It's now the end of my first month in New York, and I've fallen into a nice routine at work. While my official title is "Account Management Intern," a perk of working for a small agency is that you get to be involved in everything. I'm kind of the all-around creative intern and I do everything from strategy to design work, which is super-fun for me, because I like to be busy but not bored. And I actually get to do work that goes directly to the clients, which beats getting coffee. We're working for some cool clients right now like Pepsi/Sierra Mist, Jack Daniels, a bone-healing technology company, a Russian wine company, and a sustainability-focused creative agency.
When I'm not working, I like just walking around the city and exploring. And eating (of course). Meeting up with people in the city is pretty much my excuse to eat at as many different new places as possible. My family's apartment is close to the East River, so sometimes we'll walk there after work and hang out at the dog park.
You meet some pretty damn cute dogs there. Exhibit A (and my favorite):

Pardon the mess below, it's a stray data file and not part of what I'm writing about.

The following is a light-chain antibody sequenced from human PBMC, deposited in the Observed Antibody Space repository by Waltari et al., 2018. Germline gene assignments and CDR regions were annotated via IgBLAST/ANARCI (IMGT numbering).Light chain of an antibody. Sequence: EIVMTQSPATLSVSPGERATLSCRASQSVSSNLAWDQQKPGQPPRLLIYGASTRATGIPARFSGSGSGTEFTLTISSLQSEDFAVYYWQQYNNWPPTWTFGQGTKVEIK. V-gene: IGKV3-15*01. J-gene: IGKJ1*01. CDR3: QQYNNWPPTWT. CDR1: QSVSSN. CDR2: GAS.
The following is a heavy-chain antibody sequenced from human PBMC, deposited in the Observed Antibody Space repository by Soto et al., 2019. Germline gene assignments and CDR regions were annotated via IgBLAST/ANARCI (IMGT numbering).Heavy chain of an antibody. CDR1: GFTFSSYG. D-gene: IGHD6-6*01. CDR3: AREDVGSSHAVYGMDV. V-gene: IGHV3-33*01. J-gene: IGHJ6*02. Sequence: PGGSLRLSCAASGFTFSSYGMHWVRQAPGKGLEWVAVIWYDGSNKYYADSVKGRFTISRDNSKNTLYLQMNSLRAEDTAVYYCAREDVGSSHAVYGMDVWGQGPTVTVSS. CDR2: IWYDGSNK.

I signed up for a "photo walk" on a whim, where a group of about 60 or so people got to follow around this semi-famous Instagram photographer (he's only like 17 or something and his name on Instagram is @kostenn, check him out). We walked around the West Side, and everyone kind of followed each other around taking pictures, modeling for each other...it was pretty fun. Even though it was a thousand degrees out. But I think the pictures all came out beautifully, so it was worth it. I even made a friend! Check out the insanely-talented @abraham_garib's profile and see you if you can find me :).
Museums are probably some of my favorite things in the city. Not only are they filled with endlessly fascinating things to occupy you for hours, but they're also air-conditioned and often the price of admission is pay-what-you-want, so it's good for college students.
And I love art. It's one of the most innocent and most complex pleasures in the world. But I don't like pretentiousness when it comes to art (my former roommate who's an art major agrees with me). I don't like people telling me what it means or what I should feel. It's art...I just want to soak up as much of it as possible and enjoy it.
I absolutely adore the Met with a passion. There's always so much to see. Probably my favorite out of the three.